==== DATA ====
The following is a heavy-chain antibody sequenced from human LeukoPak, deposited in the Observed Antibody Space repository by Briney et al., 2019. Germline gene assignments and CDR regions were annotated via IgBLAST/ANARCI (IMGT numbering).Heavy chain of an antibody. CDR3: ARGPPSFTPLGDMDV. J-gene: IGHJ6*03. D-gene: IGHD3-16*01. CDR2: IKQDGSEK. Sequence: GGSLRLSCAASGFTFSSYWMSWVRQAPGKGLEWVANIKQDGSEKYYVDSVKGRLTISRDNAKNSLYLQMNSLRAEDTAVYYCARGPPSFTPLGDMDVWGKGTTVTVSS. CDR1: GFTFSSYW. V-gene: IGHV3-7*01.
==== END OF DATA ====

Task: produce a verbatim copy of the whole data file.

The following is a heavy-chain antibody sequenced from human LeukoPak, deposited in the Observed Antibody Space repository by Briney et al., 2019. Germline gene assignments and CDR regions were annotated via IgBLAST/ANARCI (IMGT numbering).Heavy chain of an antibody. CDR3: ARGPPSFTPLGDMDV. J-gene: IGHJ6*03. D-gene: IGHD3-16*01. CDR2: IKQDGSEK. Sequence: GGSLRLSCAASGFTFSSYWMSWVRQAPGKGLEWVANIKQDGSEKYYVDSVKGRLTISRDNAKNSLYLQMNSLRAEDTAVYYCARGPPSFTPLGDMDVWGKGTTVTVSS. CDR1: GFTFSSYW. V-gene: IGHV3-7*01.